Making tourist destinations: To serve society?

Places all around the world are being transformed, restructured, and reinvented to appeal to the international tourism market. Developers, politicians, bankers, investors, hoteliers, and entrepreneurs contribute to reformulating places according to the wants, needs, expectations, desires, and hopes of a global mass of travelers who have the time (and money) to hop scotch around the planet in search of experiences.  The question, though, is this: Who benefits from all these changes?  Do these new tourist places really only benefit powerful politicians, developers, and investors? Or do they serve society* in some larger sense?

Karl Polanyi, in a much lauded book that is getting its fair share of attention in these days of economic malaise, argued that the economy should, ideally, serve the interests of society.  Proponents of the self-regulating market basically argued the reverse: that society should in effect be structured according to the supposedly rational logic of the market.  These same sentiments continue to be promulgated by economists, politicians, and pundits today–these are the proponents of the “free market” who seek to fix the economy by cutting it free from the mores of government, rules, and regulations.  Such an arrangement, for Polanyi, was particularly troubling: “Ultimately, that is why the control of the economic system by the market is of overwhelming to the whole organization of society: it means no less than the running of a society as an adjunct to the market.  Instead of economy being embedded in social relations, social relations are embedded in economic systems” (2001:60).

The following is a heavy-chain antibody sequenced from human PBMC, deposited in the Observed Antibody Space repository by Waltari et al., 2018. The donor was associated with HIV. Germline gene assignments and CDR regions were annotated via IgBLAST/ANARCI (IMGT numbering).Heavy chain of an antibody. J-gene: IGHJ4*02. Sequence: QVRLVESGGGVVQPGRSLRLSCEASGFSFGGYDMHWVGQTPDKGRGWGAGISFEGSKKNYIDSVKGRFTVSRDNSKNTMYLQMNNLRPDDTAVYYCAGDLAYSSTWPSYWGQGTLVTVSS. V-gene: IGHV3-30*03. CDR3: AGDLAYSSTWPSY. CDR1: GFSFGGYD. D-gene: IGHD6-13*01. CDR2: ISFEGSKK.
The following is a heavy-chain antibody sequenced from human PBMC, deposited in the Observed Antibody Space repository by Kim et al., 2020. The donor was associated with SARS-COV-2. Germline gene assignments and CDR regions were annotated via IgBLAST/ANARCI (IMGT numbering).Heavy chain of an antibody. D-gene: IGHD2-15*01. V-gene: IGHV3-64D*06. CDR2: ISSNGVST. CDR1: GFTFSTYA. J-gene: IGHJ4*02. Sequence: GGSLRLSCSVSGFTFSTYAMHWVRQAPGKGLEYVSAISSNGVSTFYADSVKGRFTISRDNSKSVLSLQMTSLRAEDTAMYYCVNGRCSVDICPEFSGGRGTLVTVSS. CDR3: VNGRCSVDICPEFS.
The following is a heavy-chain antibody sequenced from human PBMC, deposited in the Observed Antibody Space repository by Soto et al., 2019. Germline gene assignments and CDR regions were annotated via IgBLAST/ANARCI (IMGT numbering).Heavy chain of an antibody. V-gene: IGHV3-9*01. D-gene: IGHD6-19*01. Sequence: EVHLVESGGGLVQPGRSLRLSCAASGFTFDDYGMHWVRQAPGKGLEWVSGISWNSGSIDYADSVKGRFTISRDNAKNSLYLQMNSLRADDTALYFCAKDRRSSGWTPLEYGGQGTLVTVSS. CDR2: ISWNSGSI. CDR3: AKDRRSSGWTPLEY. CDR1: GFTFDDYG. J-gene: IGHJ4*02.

Tourism development is a particularly relevant case in which specific places are made to serve the demands and needs of wider economic markets.  Since my research is in Mexico, I tend to focus on places like Cancun, Acapulco, Chichen Itza, and Los Cabos–but this argument applies elsewhere as well.  Tourism markets go through trends and fads, just like any other market.  One of the most prominent trends in Mexican tourism development these days focuses on luxury and exclusivity (see Berger and Wood 2010).  Los Cabos, which is exemplified by the coastal tourism city of Cabo San Lucas,  may well be one of the new models of tourism, with its focus on high end hotels, marinas, restaurants, and golf courses.